I know it’s silly because my mind contains more appliance cleaning and maintenance knowledge than God graces on just anyone, but you know what they say about the cobbler’s kids.

Plus, it’s a royal pain. And it’s easy to make the excuse, “But I don’t have any oven cleaner!” or “I hate the idea of using harsh oven cleaner!” or “‘The Biggest Loser’ is on!”

Well, in efforts to invalidate the first two excuses and motivate me — and probably you too — here are three non-oven cleaner cleaning methods that really work.

  1. Ron Popeil solution
    For the “Set It And Forget It” overnight set: Pour ¼ cup ammonia and 2 cups of warm water in a bowl in your oven, and close it up tight. If you’re at home during this, make sure you open a window so no one gets sick. You can clean out the dirty oven with a scrubby sponge the next day.
  2. Mike Wallace solution
    If you have 60 minutes, fill a spray bottle with 1 tablespoon Borax (which also works great as a cheap laundry detergent booster and all-purpose cleaner!), 1 1/2 tablespoons vegetable oil dishwashing soap and a quart of warm water. Spray the oven walls, scrub it clean after an hour and rinse thoroughly.
  3. Jesus Jones solution
    If you want it clean right here, right now, a paste of baking soda and vinegar left on the oven cavity surface could work well. Be careful to cover the holes of the gas line if you have a gas range really REALLY well, because if they get clogged, that’s a bad thing. If you go this route, you should be able to scrape off food mess with a spatula. Wipe out the oven thoroughly afterwards.

HOW TO: clean cast iron grates

January 11, 2011

We read each and every Customer Satisfaction Survey returned to us by our customers. One customer’s cleaning inquiry struck me.

She couldn’t find any information on how to clean cast iron — the “rough” iron grates and burner caps on her new range. The manual only referenced porcelain-coated grates, not cast iron grates.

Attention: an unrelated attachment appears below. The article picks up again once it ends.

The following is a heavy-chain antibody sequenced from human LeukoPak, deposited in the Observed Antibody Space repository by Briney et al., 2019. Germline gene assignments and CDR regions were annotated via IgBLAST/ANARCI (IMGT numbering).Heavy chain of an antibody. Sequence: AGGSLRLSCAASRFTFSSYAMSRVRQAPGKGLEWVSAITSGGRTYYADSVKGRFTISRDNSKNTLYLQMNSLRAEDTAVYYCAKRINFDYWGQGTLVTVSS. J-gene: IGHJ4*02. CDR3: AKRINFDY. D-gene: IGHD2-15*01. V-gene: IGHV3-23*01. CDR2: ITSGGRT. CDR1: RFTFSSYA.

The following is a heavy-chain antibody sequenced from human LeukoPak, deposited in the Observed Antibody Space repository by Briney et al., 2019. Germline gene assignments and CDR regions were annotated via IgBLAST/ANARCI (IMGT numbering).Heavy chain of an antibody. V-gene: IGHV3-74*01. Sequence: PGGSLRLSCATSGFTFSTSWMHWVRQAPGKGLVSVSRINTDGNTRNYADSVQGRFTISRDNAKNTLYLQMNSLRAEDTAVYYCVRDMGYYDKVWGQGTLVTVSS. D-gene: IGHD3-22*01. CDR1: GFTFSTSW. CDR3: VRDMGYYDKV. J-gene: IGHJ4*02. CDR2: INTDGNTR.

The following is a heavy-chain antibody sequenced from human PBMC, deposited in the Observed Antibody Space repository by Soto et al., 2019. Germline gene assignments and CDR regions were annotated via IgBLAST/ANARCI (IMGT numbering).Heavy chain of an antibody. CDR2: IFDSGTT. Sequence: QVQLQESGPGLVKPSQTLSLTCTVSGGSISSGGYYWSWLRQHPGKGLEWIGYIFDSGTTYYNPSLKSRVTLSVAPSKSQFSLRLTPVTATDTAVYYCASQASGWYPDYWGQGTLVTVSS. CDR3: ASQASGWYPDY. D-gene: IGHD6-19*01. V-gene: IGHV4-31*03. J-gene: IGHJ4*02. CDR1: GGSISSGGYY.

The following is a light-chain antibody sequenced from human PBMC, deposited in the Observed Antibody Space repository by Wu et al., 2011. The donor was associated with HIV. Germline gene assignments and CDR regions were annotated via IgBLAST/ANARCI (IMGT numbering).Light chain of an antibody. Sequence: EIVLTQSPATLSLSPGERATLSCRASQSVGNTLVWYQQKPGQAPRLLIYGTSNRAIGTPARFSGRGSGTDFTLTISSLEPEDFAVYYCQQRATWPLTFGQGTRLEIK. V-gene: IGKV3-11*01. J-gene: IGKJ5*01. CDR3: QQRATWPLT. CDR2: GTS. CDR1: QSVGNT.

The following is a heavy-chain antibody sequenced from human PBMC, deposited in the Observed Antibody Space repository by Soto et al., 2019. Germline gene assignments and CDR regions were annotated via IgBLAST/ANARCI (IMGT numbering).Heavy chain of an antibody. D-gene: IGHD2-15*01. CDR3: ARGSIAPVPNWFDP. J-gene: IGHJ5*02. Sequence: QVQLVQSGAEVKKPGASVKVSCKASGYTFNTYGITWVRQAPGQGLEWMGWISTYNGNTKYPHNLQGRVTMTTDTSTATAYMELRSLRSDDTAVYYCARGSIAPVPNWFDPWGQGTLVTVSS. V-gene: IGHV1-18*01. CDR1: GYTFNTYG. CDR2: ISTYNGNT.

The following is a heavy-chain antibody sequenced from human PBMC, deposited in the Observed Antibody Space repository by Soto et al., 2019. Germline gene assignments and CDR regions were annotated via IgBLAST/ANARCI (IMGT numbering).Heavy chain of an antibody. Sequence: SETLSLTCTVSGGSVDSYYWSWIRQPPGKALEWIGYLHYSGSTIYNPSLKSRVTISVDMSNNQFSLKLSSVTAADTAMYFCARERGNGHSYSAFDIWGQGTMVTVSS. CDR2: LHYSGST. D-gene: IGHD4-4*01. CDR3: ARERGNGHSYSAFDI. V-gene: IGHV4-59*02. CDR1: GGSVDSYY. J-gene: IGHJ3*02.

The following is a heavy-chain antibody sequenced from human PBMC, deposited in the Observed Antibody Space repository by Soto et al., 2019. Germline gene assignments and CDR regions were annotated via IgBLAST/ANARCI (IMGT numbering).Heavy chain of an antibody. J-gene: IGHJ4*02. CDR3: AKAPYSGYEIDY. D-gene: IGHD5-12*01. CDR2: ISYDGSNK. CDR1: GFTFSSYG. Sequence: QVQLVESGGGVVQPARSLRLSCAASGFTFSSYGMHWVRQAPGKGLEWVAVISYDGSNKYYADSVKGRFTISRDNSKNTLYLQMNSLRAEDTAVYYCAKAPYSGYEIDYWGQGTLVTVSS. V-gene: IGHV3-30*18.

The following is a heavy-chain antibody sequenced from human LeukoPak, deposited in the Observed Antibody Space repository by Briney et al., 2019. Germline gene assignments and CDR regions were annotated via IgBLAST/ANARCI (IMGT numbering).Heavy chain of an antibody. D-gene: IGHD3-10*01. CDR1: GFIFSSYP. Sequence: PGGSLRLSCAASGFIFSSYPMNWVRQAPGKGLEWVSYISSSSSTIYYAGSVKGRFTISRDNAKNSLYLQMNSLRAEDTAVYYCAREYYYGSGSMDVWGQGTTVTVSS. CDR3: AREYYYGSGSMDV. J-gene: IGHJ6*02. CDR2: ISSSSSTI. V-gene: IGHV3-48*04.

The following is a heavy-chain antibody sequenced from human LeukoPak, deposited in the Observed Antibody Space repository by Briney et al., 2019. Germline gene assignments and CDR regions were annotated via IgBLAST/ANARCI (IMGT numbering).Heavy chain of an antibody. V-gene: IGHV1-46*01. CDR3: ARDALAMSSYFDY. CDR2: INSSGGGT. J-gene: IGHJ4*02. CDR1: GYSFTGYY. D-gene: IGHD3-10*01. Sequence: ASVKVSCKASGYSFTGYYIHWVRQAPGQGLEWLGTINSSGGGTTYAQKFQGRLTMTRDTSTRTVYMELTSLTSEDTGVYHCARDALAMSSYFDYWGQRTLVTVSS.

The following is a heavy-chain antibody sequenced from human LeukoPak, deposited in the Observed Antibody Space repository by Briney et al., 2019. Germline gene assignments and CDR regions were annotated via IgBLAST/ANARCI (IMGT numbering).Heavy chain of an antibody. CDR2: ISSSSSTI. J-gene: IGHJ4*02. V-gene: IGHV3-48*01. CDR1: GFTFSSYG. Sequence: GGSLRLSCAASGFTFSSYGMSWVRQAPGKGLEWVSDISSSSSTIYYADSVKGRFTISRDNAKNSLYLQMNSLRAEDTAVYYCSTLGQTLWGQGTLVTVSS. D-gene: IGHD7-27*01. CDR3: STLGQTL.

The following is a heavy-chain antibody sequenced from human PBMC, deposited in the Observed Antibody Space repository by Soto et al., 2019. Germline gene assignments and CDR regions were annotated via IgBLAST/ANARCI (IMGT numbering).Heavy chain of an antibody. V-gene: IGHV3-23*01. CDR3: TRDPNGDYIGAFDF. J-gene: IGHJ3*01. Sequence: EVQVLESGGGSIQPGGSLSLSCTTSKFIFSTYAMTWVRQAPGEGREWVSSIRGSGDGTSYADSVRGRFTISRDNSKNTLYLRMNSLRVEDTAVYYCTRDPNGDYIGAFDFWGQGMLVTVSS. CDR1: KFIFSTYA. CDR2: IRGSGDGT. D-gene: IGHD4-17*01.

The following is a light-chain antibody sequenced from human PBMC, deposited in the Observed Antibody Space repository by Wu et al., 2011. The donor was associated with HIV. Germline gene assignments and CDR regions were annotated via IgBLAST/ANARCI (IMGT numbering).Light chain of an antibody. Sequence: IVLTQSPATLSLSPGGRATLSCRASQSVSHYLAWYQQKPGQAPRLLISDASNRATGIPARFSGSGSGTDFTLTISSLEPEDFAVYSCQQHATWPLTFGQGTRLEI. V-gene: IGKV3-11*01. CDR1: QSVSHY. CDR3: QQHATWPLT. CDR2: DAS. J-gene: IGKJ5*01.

“I’m sure I’m not the only person who is wondering,” she wrote — and I agree with her.  Plus, I love a good challenge.

So I e-mailed the smart folks at Wolf appliances for help on cleaning cast iron grates. They sent me a knock down, drag out PDF containing their best cleaning tips, including recommendations for products they’ve tested!

From the guide:

Burner Grates

Recommended products

  • Mild detergent
  • Paste of baking soda & water (NOTE: the customer previously tried this unsuccessfully)
  • Mild abrasive cleaners
    • Soft Scrub Orange
    • Bon-Ami
    • Barkeeper’s Friend
    • Fume Free Easy-Off (spot cleaning)
    • Carbona 2-in-1 Oven Cleaner (cleaning solution can be reused once)
    • SOS pads
    • Dawn Power Dissolver
    • Krud Kutter

Recommended method

  • Remove from range top and place on a flat surface near the sink
  • Remove grates from unit and place on a flat surface near the sink to clean. DO NOT immerse in water. Towel dry.
  • How water and liquid detergent; paste of baking soda and water
  • Degreasers (Formula 409, Fantastic Orange), use sparingly. Towel dry.
  • “Multipurpose NO SCRATCH” Scotchbrite pad (blue, NOT green)
  • Mild abrasive cleaners, rinse and towel dry
  • Worst case scenarios – Spot clean with Fume-free Easy Off
  • Carbona Oven Rack Cleaner, following directions on package

 

HOW TO: clean a dishwasher

January 4, 2011

Dishwasher suffering from that "not-so-fresh" feeling?

Most of us think of dishwashers as cleaning our dishes, but you should routinely clean your dishwasher, as well — especially if you’ve noticed a change in its performance. (I’m a huge advocate for performing regular maintenance on your appliances, just as you would your car, to maintain the life and — therefore — get the most out of your investment.)

Dishwasher detergent and food residue might buildup over time (especially if you use too much dishwasher soap and pre-rinse your dishes, which can leave white film on dishes). Clean out the filters and scrub the spray arm nozzles with a toothbrush to loosen any food residue clogged inside.
Then, the real secret of how to clean dishwashers is hiding in plain sight of your own cupboard: white vinegar.

Fill a cup with vinegar and put it in the top rack of the dishwasher (don’t add any soap to the dishwasher dispenser) and run the dishwasher as normal. Voila!

If you don’t have any vinegar (or the smell grosses you out), my brother swears by powdered citric acid in the dishwasher soap dispenser, and I’ve also heard of people successfully cleaning the dishwasher using Tang in the detergent dispenser.

Photo courtesy eHow.com

Don’t add soap to your washer because there’s enough in your clothes

December 27, 2010